Fred J. Looft
Robert E. Kinicki
Donald R. Brown
"Opportunistic routing (OR) takes advantages of the spatial diversity and broadcast nature of wireless networks to combat the time-varying links by involving multiple neighboring nodes (forwarding candidates) for each packet relay. This dissertation studies the properties, energy efficiency, capacity, throughput, protocol design and security issues about OR in multihop wireless networks. Firstly, we study geographic opportunistic routing (GOR), a variant of OR which makes use of nodes' location information. We identify and prove three important properties of GOR. The first one is on prioritizing the forwarding candidates according to their geographic advancements to the destination. The second one is on choosing the forwarding candidates based on their advancements and link qualities in order to maximize the expected packet advancement (EPA) with different number of forwarding candidates. The third one is on the concavity of the maximum EPA in respect to the number of forwarding candidates. We further propose a local metric, EPA per unit energy consumption, to tradeoff the routing performance and energy efficiency for GOR. Leveraging the proved properties of GOR, we propose two efficient algorithms to select and prioritize forwarding candidates to maximize the local metric. Secondly, capacity is a fundamental issue in multihop wireless networks. We propose a framework to compute the end-to-end throughput bound or capacity of OR in single/multirate systems given OR strategies (candidate selection and prioritization). Taking into account wireless interference and unique properties of OR, we propose a new method of constructing transmission conflict graphs, and we introduce the concept of concurrent transmission sets to allow the proper formulation of the maximum end-to-end throughput problem as a maximum-flow linear programming problem subject to the transmission conflict constraints. We also propose two OR metrics: expected medium time (EMT) and expected advancement rate (EAR), and the corresponding distributed and local rate and candidate set selection schemes, the Least Medium Time OR (LMTOR) and the Multirate Geographic OR (MGOR). We further extend our framework to compute the capacity of OR in multi-radio multi-channel systems with dynamic OR strategies. We study the necessary and sufficient conditions for the schedulability of a traffic demand vector associated with a transmitter to its forwarding candidates in a concurrent transmission set. We further propose an LP approach and a heuristic algorithm to obtain an opportunistic forwarding strategy scheduling that satisfies a traffic demand vector. Our methodology can be used to calculate the end-to-end throughput bound of OR in multi-radio/channel/rate multihop wireless networks, as well as to study the OR behaviors (such as candidate selection and prioritization) under different network configurations. Thirdly, protocol design of OR in a contention-based medium access environment is an important and challenging issue. In order to avoid duplication, we should ensure only the "best" receiver of each packet to forward it in an efficient way. We investigate the existing candidate coordination schemes and propose a "fast slotted acknowledgment" (FSA) to further improve the performance of OR by using a single ACK to coordinate the forwarding candidates with the help of the channel sensing technique. Furthermore, we study the throughput of GOR in multi-rate and single-rate systems. We introduce a framework to analyze the one-hop throughput of GOR, and provide a deeper insight on the trade-off between the benefit (packet advancement, bandwidth, and transmission reliability) and cost (medium time delay) associated with the node collaboration. We propose a local metric named expected one-hop throughput (EOT) to balance the benefit and cost. Finally, packet reception ratio (PRR) has been widely used as an indicator of the link quality in multihop wireless networks. Many routing protocols including OR in wireless networks depend on the PRR information to make routing decision. Providing accurate link quality measurement (LQM) is essential to ensure the right operation of these routing protocols. However, the existing LQM mechanisms are subject to malicious attacks, thus can not guarantee to provide correct link quality information. We analyze the security vulnerabilities in the existing link quality measurement (LQM) mechanisms and propose an efficient broadcast-based secure LQM (SLQM) mechanism, which prevents the malicious attackers from reporting a higher PRR than the actual one. We analyze the security strength and the cost of the proposed mechanism. "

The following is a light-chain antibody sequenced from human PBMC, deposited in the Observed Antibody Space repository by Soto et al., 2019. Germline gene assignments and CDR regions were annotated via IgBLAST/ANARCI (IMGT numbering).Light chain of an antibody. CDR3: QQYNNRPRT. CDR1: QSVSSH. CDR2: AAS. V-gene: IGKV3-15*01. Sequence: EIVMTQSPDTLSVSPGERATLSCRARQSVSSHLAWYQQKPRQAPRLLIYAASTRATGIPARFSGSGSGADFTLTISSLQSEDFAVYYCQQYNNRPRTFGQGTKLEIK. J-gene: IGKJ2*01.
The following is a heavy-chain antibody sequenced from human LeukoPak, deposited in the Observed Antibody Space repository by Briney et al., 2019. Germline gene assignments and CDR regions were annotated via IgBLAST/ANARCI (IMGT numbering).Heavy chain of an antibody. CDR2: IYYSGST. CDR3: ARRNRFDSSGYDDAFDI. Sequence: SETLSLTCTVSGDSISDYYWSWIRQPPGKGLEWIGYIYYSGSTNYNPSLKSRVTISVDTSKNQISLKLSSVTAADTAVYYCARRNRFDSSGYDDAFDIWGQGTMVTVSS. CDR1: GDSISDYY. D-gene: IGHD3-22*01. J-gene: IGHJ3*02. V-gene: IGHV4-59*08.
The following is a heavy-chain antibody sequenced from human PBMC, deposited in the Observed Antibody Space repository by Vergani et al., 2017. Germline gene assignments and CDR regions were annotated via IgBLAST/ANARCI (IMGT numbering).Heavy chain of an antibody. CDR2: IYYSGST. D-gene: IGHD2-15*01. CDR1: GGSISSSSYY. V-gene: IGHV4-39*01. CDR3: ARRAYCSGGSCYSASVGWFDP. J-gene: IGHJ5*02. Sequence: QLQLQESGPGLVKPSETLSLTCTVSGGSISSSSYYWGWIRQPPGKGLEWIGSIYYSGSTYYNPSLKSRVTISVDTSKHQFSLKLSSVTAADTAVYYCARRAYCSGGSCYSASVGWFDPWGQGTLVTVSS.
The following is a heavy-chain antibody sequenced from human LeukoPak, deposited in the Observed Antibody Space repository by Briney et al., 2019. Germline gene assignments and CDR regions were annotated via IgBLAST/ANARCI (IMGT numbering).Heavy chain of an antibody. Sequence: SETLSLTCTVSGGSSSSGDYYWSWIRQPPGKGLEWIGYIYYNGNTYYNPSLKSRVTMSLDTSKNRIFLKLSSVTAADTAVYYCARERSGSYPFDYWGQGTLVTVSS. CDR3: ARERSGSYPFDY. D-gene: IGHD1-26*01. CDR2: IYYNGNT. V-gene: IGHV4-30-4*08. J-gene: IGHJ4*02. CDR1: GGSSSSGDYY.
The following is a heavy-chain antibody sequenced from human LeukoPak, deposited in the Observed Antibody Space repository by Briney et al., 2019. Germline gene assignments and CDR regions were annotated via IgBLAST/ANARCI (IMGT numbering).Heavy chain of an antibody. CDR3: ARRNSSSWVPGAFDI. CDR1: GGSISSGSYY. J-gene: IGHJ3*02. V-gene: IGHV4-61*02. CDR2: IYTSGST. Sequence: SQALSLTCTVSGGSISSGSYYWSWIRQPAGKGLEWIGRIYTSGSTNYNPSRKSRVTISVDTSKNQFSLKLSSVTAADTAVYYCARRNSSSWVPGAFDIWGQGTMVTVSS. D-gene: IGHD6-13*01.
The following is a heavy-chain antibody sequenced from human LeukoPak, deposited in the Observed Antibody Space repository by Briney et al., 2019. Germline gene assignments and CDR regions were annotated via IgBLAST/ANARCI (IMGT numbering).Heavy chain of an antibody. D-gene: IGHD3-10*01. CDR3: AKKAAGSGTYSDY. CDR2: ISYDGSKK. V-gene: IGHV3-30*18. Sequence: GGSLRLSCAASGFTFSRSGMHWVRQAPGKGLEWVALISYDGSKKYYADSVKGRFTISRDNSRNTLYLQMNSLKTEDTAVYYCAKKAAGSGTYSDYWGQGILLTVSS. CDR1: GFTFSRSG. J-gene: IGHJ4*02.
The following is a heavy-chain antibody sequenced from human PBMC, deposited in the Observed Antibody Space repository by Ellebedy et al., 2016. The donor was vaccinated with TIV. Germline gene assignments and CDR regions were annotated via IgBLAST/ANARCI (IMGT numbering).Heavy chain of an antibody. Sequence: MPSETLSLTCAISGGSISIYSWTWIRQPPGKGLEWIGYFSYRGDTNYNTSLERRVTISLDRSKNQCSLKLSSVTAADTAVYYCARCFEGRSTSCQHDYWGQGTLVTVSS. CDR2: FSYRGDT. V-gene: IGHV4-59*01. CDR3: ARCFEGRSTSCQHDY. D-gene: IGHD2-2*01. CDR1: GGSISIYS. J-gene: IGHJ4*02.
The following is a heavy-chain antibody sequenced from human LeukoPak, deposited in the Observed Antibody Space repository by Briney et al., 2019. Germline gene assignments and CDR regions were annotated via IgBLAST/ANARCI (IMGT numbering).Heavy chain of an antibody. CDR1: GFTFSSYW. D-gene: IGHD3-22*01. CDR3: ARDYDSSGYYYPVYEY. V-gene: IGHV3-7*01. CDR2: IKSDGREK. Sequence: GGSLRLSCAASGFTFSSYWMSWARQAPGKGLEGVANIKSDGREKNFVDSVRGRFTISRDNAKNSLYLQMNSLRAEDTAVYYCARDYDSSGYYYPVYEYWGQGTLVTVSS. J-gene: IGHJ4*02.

Worcester Polytechnic Institute
Electrical & Computer Engineering
All authors have granted to WPI a nonexclusive royalty-free license to distribute copies of the work. Copyright is held by the author or authors, with all rights reserved, unless otherwise noted. If you have any questions, please contact firstname.lastname@example.org.
Zeng, K. (2008). Opportunistic Routing in Multihop Wireless Networks: Capacity, Energy Efficiency, and Security. Retrieved from https://digitalcommons.wpi.edu/etd-dissertations/329
opportunistic routing, security, energy efficiency, medium access control, capacity, throughput, Wireless LANS, Routers (Computer networks)